One of the members of my poetry group gave me a lovely Christmas present: a copy of Robert Hass‘ Time and Materials: Poems 1997-2005. I’ve been reading it steadily for the last several days. I may not always understand where he’s going with his poems, but his sentences are wonderfully descriptive.
For example, in “Etymology,” we begin with a woman naked in front of a fireplace and somehow end up here:
The shards of skull
In the Egyptian museum looked like maps of the wind-eroded
Canyon labyrinths from which,
Standing on the verge
In the yellow of a dwindling fall, you hear
Echo and re-echo the cries of terns
Fishing the worked silver of a rapids.
In the long, narrative poem “Art and Life,” we wander from the writer’s observances of the employees in the Hague cafeteria:
She seems to be a person
Who had counted up the cost and decided what to settle for.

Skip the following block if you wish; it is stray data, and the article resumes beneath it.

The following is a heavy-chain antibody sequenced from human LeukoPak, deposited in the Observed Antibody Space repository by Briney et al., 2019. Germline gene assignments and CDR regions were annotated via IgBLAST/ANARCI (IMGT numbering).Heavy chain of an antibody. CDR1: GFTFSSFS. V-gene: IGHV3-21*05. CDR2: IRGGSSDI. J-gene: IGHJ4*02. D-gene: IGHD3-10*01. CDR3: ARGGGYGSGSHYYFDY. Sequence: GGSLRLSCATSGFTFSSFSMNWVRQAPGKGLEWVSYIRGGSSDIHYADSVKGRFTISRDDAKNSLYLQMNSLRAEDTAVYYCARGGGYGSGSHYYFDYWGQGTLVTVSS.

It’s in the way her soft, abstracted mouth
Receives the bits of bread and the placid sugars.
To, later in the same poem, an imagined life of Vermeer:
Here is the life that chose you
And the one you chose. Here is the brush, the horsehair,
Hair of the badger, the goat’s beard, the sable,
And here is the smell of paint. The volatile, sharp oils
Of linseed, rapeseed.
Most of the poems in this collection seem quite serious. Hass has a good number of long, multi-stanza pieces that imitate epic poetry. But he does include several shorter poems that possess a more playful tone. Here is part of one called “Poem with a cucumber in it.”
Since cumbersome is a word,
Cumber must have been a word,
Lost to us now, and even then,
For a person feeling encumbered,
It must have felt orderly and right-minded
To stand at a sink and slice a cucumber.
My thanks to Susanna for the gift of this collection.